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Discussion Questions

1.Hypothesize what our justice system would be like if the Bill of Rights had never been added to the Constitution. How would our country deal with arguments over issues such as freedom of speech, exercise of religion, and protection of the accused? Can you think of a different system for addressing such arguments?
2.What issues concerning the Bill of Rights have you or other people your age encountered at your school or in your community? How have the authorities at your school handled these issues? Do you feel that you are treated fairly?
3.Imagine that you’ve been chosen to be a member of a committee charged with drafting a “Young Person’s Bill of Rights.” Everyone from the government, your parents, and your teachers would have to adhere to the bill you created. What basic freedoms would you want to protect? Explain the reasoning behind your choices.
4.Are there any amendments in the Bill of Rights that you find objectionable? Discuss the ethical, moral, legal, political, or personal considerations that support your opinions.
5.If you were granted the power to add a single additional amendment to the Bill of Rights, what would it be and why?
6.Mary Beth Tinker was a young student who wore a black armband to school to show her support for the Christmas Truce in the Vietnam War and her general opposition to the war as a whole. Do you think that protests such as Mary Beth Tinker’s armband cause disruption in schools? If another student protested in a similar manner, would you be distracted? Discuss how you would react and how you think school officials would react.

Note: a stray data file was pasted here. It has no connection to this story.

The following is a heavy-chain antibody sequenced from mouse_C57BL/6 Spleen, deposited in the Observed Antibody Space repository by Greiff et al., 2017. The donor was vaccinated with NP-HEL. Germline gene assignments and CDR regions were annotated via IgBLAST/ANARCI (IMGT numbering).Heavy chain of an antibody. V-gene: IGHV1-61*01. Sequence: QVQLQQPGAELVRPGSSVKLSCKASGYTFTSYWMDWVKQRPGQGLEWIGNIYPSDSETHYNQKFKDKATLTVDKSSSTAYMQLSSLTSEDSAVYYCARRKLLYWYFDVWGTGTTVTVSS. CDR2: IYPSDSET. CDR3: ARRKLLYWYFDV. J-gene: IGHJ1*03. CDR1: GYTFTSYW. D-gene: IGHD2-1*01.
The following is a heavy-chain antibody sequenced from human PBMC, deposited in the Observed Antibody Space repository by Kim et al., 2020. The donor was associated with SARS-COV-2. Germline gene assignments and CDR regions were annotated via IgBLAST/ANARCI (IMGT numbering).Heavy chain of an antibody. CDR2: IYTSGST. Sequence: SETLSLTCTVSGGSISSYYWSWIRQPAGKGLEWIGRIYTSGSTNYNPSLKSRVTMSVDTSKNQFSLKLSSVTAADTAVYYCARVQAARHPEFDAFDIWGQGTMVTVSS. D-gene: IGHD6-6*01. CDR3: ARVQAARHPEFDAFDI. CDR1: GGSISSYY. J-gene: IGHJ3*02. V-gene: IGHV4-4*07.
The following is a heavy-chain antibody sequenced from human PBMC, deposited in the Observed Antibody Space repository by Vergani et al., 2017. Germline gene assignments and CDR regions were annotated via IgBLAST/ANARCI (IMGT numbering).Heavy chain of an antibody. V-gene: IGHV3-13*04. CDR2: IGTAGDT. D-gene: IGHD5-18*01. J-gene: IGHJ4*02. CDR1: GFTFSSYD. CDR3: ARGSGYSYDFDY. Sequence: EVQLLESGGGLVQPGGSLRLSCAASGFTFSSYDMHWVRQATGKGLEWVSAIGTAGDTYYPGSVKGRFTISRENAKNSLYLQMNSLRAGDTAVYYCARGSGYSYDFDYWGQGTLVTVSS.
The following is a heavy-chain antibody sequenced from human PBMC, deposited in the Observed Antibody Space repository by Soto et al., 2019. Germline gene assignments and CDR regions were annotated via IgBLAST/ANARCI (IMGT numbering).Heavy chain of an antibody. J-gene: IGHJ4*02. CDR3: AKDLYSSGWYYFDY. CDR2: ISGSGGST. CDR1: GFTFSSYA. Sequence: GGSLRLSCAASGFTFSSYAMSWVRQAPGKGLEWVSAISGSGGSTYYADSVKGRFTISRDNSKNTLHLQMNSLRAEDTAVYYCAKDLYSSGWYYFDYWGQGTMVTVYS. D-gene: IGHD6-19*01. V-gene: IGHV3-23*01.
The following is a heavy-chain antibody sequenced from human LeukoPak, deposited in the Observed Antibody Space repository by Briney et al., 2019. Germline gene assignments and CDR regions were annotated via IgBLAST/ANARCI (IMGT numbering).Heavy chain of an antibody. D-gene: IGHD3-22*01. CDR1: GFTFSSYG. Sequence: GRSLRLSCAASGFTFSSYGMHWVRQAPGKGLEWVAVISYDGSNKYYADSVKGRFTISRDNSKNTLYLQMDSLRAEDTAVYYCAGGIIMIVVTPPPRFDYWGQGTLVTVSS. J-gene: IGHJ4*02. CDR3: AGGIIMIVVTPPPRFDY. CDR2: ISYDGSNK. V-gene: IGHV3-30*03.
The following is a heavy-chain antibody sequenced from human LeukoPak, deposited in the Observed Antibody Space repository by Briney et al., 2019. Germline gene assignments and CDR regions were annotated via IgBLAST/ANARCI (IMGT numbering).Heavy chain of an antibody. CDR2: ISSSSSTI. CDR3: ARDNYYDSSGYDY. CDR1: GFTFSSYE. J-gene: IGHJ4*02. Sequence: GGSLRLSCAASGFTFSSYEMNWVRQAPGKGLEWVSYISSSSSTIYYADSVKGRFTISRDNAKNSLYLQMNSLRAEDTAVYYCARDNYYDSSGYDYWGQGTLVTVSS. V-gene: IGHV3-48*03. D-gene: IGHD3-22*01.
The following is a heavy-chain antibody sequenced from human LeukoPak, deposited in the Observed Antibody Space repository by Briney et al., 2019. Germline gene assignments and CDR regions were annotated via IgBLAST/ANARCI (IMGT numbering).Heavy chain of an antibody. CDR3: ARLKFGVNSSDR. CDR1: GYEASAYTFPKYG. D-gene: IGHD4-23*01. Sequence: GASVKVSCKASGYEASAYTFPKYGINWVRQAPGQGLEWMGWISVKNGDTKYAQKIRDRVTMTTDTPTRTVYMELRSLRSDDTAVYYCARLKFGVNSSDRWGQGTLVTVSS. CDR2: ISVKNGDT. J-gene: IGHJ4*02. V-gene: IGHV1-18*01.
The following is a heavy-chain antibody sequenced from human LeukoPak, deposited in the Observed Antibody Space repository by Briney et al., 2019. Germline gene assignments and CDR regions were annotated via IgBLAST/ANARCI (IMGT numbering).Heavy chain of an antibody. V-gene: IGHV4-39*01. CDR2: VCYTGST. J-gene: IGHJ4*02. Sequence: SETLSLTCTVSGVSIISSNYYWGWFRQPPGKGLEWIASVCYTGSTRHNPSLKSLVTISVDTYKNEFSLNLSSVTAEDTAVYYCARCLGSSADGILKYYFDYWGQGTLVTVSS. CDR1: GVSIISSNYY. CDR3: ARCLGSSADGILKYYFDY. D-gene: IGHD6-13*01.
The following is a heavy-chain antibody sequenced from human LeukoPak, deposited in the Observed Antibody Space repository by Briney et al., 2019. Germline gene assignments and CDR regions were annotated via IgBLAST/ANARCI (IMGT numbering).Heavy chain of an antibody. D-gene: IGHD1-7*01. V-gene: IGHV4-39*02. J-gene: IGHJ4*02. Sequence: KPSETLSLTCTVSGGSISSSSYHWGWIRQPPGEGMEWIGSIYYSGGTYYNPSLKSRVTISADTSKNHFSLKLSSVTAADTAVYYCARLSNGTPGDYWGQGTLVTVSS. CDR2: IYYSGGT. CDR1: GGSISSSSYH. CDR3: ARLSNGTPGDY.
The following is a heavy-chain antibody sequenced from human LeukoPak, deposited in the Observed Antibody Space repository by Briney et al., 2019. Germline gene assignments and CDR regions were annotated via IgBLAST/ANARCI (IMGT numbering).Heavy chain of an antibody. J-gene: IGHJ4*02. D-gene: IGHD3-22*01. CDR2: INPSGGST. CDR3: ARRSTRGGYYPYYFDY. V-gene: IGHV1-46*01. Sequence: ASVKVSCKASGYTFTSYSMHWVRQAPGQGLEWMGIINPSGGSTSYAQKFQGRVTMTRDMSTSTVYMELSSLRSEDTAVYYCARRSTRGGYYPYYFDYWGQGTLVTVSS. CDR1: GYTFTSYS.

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You can evaluate your students on their reports using this three-point rubric:
  • Three points: correctly identified a state law that the Supreme Court found in violation of the Bill of Rights; summarized fully the majority and minority opinions as explained in two or more news articles; avoided errors in grammar, usage, and mechanics
  • Two points: correctly identified a state law that the Supreme Court found in violation of the Bill of Rights; adequately summarized the majority and minority opinions as explained in two news articles; made some errors in grammar, usage, and mechanics
  • One point: with additional help, correctly identified a state law that the Supreme Court found in violation of the Bill of Rights; inadequately reported on the majority and minority opinions; made many errors in grammar, usage, and mechanics
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Poll on the Issues
Divide your students into four groups, and assign each group one of the following famous Supreme Court cases:
  • Tinker v. Des Moines (1969; student protest)
  • Texas v. Johnson (1989; flag burning)
  • Miranda v. Arizona (1966; rights of the accused)
  • Westside Community Schools v. Mergens (1990; Bible study in the schools)
Ask each group to work together to write a two-paragraph summary of the arguments both sides presented to the Supreme Court in the case; the summary should not reveal the court’s decision.
When their paragraphs are complete, ask each group to write five or six multiple-choice questions about the issue behind the case. Each student in the group should poll at least five students outside class by first having them read the two-paragraph summary of the case and then having them answer the questionnaire. Your students should then tabulate the results to get a sense of what the student body at large thinks about the issue underlying the case. Conclude by asking each group to share orally its two-paragraph summary of the Supreme Court case and the results of the poll on that case. (If you have not screened the documentary for your students, these oral reports should announce the court’s decision on the case.)

Mock Supreme Court